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HORSES MUST STILL BE CARED FOR, DESPITE THE CORONAVIRUS

COVID-19 is taking its toll on human life, but drivers still need to tend to their barns. Driver Kurt Bensmiller explains how he takes care of his horses every day.

It's no secret there's an eerie feeling in the air. The roads are quiet. Shopping malls are practically a ghost town. While grocery stores are running out of supplies faster than a chuckwagon driver gets around the barrels. Every day we learn something new about the coronavirus. And for the majority of us, we're able to self-isolate to protect our health and those around us. 

But for the over one thousand horses who are grazing on 36 WPCA participant farms, this virus doesn't mean anything to them. They still need to be watered, fed, pampered and anything else the drivers deem essential to their everyday care.

"Well 365 days a year we give them hay," describes four-time World Champion Kurt Bensmiller. "Depending on if they're competing they'll get a more complex mash with more vitamins in it. We only race for a couple of months, about 50 days, so the rest of the time they still get fed the same."

Bensmiller has 63 horses on his farm and taking care of each horse individually is a big task. He prefers to go feed his horses himself so he can check on them to make sure they aren't sore and haven't been fighting. "The old boys who've been around for a few years, we don't do a lot to them besides feeding them, give them big areas and make sure they have enough feed and water every day."

Since the arrival of the coronavirus, many events in our daily lives have been either cancelled or postponed. Thursday March 19th was supposed to be the Calgary Stampede Tarp Auction, which is labelled as the unofficial kickoff to the wagon season. Due to government restrictions about large gatherings, and for the safety of all the participants and guests, the Calgary Stampede decided to postpone the annual event. Recently the government has stated for everyone to self-isolate, which means staying at home unless you need groceries or healthcare.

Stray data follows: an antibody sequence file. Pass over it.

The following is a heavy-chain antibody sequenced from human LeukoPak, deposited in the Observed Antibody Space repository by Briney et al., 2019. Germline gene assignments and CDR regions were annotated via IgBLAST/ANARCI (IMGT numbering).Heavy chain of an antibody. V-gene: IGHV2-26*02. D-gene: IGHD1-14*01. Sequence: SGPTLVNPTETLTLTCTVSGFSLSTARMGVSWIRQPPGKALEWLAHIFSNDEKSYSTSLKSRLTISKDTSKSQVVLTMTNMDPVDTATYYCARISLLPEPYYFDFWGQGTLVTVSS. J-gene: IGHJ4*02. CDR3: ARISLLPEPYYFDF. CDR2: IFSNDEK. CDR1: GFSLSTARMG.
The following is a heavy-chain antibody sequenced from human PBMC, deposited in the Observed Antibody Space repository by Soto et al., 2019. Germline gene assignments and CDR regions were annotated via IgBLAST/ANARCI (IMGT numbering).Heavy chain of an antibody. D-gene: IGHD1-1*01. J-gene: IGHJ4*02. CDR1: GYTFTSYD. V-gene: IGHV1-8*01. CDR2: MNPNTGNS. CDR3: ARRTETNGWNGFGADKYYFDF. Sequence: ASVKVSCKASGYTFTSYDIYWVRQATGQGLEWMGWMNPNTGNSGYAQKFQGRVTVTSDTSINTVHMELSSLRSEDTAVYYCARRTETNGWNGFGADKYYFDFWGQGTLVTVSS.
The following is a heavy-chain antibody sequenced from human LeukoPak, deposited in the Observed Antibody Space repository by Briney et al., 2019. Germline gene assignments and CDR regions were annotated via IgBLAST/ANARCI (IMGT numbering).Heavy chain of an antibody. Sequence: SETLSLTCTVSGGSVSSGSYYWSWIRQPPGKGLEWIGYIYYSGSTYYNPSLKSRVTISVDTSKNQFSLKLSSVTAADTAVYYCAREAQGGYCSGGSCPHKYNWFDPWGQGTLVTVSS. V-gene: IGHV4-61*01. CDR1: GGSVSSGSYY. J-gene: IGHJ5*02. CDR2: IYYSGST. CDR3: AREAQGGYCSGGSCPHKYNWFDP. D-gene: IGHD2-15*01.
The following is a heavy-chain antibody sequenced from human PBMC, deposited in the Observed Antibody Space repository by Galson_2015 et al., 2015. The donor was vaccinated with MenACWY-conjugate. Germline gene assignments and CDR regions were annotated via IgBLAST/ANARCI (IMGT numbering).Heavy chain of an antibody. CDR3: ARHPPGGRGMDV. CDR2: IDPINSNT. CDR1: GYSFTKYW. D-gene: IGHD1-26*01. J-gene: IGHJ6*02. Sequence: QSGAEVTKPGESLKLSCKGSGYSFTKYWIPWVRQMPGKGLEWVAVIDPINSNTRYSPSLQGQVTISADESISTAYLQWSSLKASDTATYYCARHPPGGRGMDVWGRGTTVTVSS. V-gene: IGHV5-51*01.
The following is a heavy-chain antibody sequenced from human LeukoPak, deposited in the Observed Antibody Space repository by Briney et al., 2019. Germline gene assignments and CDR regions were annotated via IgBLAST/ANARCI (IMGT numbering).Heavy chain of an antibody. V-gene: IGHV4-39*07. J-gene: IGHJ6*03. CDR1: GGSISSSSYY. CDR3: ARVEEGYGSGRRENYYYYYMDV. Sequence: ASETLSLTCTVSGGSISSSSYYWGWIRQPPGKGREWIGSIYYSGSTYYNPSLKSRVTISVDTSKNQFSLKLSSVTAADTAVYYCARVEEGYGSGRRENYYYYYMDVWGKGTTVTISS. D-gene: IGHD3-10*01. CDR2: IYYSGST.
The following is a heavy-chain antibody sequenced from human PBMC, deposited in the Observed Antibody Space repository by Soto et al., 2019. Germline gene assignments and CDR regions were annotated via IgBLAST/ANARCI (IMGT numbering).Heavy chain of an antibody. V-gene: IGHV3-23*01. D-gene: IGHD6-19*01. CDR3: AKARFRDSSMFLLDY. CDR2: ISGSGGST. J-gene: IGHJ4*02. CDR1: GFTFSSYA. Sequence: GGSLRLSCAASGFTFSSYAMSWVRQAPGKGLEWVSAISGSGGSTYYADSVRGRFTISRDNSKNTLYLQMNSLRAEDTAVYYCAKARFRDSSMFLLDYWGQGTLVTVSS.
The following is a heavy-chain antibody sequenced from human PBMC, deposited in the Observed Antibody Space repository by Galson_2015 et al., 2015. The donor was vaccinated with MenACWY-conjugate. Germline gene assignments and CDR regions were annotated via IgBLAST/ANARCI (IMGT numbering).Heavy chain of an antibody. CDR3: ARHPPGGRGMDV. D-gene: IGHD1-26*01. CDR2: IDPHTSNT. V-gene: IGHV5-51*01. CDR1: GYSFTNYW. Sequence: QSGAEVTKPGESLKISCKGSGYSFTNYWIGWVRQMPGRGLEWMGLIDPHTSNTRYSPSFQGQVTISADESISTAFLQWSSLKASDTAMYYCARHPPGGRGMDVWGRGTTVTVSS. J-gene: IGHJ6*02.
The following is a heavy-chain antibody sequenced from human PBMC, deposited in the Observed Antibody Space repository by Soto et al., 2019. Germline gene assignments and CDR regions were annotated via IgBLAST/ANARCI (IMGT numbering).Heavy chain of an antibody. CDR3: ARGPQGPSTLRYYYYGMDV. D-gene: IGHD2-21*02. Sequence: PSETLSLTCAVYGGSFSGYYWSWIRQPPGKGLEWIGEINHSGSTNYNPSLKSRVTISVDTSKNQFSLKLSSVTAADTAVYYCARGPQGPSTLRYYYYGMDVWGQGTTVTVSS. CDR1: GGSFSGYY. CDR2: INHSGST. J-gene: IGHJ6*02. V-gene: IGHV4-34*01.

However, Bensmiller and the other 35 drivers still have to do their daily routine with their thoroughbreds. Luckily, the "stay-at-home" rule will be easy to follow this time of year. As the snow starts to melt and the temperatures begin to rise, it's a sign spring training is quickly approaching. Drivers don't usually go on vacation now anyway. Pretty soon, they'll be hooking up teams of four horses to the wagon and get them back into the summer routine.

With so much still unknown about the virus, we don't know how or even if it'll affect the horses. But after some investigation work, Bensmiller isn't too worried about it. "In all the research we did, I can't find it going to the horses. But it's still pretty new to a lot of people, so there's really only one way to find out. But as long as we take care of ourselves, I can't imagine it getting to the horses."

Though this virus hasn't been linked to horses, they do get sick just like us. The only thing is, horses can't tell you they don't feel well. Bensmiller already knows the tendencies of his older horses and can tell right away if one or more isn't feeling good. But he says it's a bit trickier with the new arrivals. "The newer ones are a little tougher because it's all new to them. The whole training process and the barns, it's just a different process. But even then, you can tell when a horse looks sick."

Just like you and I, Bensmiller hopes the 2020 WPCA season will run this summer. The safety of the drivers, fans, sponsors, and horses are the top priority. Any decision made regarding the season will not be taken lightly. But until something is official, Bensmiller will begin his quest for a fourth-straight World Championship in the coming weeks.

-Nathan Bannerman

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